There's much to learn from our list and the events surrounding it.
In this May 2011 file photo, Jonathan Hooper and Cheryl Rosati from the Nerdery plan a trip to New York during a "Bottle Cap" keg event for employees at the Nerdery, an interactive web development company. The Nerdery won a Top Workplaces award last year for creating opportunities for employees.
Two years ago, the Star Tribune launched a new publication recognizing the Top Workplaces in Minnesota, and hosted an inaugural luncheon to honor the winners.
It has quickly become one of my favorite events, for many reasons.
Here's one: A little company called The Nerdery, which took home an award last year for empowering everyone in the organization to take charge as if they were all copresidents. They came to lunch dressed exactly as one might think a group of nerds might dress. Their employees joined representatives of other top workplaces, like Cargill and U.S. Bank, who came looking, well, like one would expect proud, top executives of Fortune 500 companies to look.
The diversity of the companies and employees and workplaces in Minnesota -- from small boutique firms to large banks and manufacturers -- is one of this state's greatest strengths, and has been for more than 100 years. But even those on our staff, who have spent decades covering business and businesses, discovered companies they had never heard about or found out something new about a company they had covered for a long time.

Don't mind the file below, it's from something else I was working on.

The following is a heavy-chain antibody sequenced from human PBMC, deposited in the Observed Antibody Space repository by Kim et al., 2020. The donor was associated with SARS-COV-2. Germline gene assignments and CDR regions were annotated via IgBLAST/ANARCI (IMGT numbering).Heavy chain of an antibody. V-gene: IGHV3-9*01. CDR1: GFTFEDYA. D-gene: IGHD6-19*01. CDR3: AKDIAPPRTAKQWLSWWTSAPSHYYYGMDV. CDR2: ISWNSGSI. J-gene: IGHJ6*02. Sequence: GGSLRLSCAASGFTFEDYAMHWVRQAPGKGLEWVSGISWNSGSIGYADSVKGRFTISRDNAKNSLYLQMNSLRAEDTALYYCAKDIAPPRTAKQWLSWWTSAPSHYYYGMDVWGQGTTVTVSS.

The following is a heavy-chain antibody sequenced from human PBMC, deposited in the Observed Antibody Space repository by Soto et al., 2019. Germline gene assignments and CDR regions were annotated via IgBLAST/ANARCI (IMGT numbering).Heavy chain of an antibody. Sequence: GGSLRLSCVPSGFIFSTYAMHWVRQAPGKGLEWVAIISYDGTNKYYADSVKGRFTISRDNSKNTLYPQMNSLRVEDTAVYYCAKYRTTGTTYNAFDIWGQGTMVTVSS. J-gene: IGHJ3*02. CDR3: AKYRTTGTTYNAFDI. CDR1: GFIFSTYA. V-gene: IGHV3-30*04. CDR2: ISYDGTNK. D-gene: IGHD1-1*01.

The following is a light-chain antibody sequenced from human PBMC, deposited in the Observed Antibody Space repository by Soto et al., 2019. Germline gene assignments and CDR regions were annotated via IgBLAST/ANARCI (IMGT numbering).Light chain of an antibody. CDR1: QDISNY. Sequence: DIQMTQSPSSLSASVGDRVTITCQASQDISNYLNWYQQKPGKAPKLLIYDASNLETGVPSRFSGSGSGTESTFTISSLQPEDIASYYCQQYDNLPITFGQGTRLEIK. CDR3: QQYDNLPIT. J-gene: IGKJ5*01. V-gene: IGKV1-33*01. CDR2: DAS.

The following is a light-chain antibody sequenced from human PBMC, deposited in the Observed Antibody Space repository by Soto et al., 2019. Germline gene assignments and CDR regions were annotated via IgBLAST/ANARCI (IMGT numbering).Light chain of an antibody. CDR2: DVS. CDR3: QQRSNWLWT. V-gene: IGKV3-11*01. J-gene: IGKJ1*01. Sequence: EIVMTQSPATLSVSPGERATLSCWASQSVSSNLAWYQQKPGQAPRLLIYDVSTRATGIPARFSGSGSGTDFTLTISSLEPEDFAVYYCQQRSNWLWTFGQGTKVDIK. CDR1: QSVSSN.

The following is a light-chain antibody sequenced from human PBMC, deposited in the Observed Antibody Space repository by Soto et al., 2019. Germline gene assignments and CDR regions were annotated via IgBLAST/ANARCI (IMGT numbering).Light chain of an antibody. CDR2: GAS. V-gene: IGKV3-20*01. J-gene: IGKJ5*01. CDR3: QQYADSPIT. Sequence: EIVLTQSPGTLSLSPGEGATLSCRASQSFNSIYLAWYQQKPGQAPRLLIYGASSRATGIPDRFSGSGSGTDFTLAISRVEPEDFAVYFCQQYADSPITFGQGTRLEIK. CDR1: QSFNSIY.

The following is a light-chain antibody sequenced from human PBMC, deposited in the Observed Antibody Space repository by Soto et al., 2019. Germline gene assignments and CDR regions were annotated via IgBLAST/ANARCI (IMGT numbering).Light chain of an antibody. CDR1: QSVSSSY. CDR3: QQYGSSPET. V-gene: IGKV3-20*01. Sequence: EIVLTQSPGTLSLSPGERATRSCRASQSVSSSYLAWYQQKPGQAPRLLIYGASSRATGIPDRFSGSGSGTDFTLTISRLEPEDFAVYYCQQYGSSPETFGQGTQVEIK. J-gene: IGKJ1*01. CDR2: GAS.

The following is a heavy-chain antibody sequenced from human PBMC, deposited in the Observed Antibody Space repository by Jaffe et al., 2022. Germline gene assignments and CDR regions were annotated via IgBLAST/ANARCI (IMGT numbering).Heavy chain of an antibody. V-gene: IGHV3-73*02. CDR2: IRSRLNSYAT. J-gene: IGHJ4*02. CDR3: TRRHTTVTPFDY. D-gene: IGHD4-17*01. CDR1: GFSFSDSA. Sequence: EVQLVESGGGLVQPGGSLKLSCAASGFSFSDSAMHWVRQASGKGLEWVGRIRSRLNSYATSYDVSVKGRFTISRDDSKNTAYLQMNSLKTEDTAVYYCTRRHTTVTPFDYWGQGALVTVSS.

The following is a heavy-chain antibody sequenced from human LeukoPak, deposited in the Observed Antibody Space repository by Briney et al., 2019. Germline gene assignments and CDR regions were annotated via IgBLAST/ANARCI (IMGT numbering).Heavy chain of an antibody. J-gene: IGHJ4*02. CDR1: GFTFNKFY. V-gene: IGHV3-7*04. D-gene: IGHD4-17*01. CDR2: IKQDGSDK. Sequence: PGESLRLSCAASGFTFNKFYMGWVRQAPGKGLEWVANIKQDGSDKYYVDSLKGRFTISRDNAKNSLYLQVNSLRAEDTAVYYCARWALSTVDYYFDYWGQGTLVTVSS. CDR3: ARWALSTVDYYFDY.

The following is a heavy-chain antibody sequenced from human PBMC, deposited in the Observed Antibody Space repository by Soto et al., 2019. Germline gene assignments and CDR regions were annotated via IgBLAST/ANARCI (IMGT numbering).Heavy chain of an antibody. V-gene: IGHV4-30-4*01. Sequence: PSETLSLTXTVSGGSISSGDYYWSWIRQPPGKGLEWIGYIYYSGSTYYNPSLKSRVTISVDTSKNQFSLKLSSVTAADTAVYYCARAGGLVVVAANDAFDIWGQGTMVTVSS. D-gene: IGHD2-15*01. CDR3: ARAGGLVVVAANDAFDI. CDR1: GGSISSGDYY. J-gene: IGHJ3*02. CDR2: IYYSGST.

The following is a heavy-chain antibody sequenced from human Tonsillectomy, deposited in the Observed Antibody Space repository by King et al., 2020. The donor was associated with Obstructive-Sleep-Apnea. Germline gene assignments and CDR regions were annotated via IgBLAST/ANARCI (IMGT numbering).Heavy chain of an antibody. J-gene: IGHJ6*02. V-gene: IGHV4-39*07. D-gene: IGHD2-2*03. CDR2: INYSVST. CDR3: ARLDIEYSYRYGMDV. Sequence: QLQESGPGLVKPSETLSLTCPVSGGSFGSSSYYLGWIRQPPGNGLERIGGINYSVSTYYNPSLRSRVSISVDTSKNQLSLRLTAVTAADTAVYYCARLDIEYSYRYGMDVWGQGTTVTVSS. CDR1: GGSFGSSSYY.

Some of the winning companies arrived with their top employees in limousines. They posed for pictures, and afterward hung signs, placards and rugs around their businesses proudly declaring themselves to be a top workplace. That's another reason why I like this event. Our staff covers the broad spectrum of business in Minnesota, from small to large, from big successes to whopping failures like Tom Petters.
Launched in the midst of the worst recession in decades, this publication gives us an opportunity to celebrate success in the workplace, which occurs regardless of whether we are in the midst of good economic times or hard economic times.
Finally, it gives us all an opportunity to learn from the best practices of others, a core tenet of successful business. We learned how a real-estate company kept employees motivated during the absolute worst of times for that industry. We learned how retailers who couldn't pay much in hourly wages kept employees motivated. And we discovered how even large workplaces learned how to make work feel personal.
We are now beginning work on our 2012 Top Workplaces publication, and we are soliciting individual employees or employers to nominate their company and tell us what makes it special. You can do so by visiting us at startribune.com/topworkplaces or calling 612-605-3306. Nominations must be submitted by Feb. 24.
As we have in the past, we are working with a professional survey company, Workplace Dynamics, to collect, analyze and report the results. Once we have those, Star Tribune reporters will be assigned to report on what makes the best workplaces in Minnesota, in advance of our June publication and luncheon.
We look forward to telling your stories.
Nancy Barnes is the Star Tribune's editor.